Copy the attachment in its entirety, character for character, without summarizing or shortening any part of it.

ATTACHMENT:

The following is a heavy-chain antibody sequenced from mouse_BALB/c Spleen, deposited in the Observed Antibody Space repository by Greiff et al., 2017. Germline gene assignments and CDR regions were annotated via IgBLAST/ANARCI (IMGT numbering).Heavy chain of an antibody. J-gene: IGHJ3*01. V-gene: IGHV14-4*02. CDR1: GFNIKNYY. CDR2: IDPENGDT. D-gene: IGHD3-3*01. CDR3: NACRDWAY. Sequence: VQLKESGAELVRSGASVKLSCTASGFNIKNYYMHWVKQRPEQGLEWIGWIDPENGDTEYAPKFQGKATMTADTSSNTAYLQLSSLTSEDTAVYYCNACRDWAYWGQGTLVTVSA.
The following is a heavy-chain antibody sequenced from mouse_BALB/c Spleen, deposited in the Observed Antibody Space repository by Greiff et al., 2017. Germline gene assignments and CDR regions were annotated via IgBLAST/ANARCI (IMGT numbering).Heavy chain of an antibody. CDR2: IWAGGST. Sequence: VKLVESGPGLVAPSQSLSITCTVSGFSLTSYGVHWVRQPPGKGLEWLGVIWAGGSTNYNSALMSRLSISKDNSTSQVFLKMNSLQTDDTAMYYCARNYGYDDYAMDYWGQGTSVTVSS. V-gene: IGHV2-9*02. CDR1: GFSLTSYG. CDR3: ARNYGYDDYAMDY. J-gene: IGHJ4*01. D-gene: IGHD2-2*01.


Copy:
The following is a heavy-chain antibody sequenced from mouse_BALB/c Spleen, deposited in the Observed Antibody Space repository by Greiff et al., 2017. Germline gene assignments and CDR regions were annotated via IgBLAST/ANARCI (IMGT numbering).Heavy chain of an antibody. J-gene: IGHJ3*01. V-gene: IGHV14-4*02. CDR1: GFNIKNYY. CDR2: IDPENGDT. D-gene: IGHD3-3*01. CDR3: NACRDWAY. Sequence: VQLKESGAELVRSGASVKLSCTASGFNIKNYYMHWVKQRPEQGLEWIGWIDPENGDTEYAPKFQGKATMTADTSSNTAYLQLSSLTSEDTAVYYCNACRDWAYWGQGTLVTVSA.
The following is a heavy-chain antibody sequenced from mouse_BALB/c Spleen, deposited in the Observed Antibody Space repository by Greiff et al., 2017. Germline gene assignments and CDR regions were annotated via IgBLAST/ANARCI (IMGT numbering).Heavy chain of an antibody. CDR2: IWAGGST. Sequence: VKLVESGPGLVAPSQSLSITCTVSGFSLTSYGVHWVRQPPGKGLEWLGVIWAGGSTNYNSALMSRLSISKDNSTSQVFLKMNSLQTDDTAMYYCARNYGYDDYAMDYWGQGTSVTVSS. V-gene: IGHV2-9*02. CDR1: GFSLTSYG. CDR3: ARNYGYDDYAMDY. J-gene: IGHJ4*01. D-gene: IGHD2-2*01.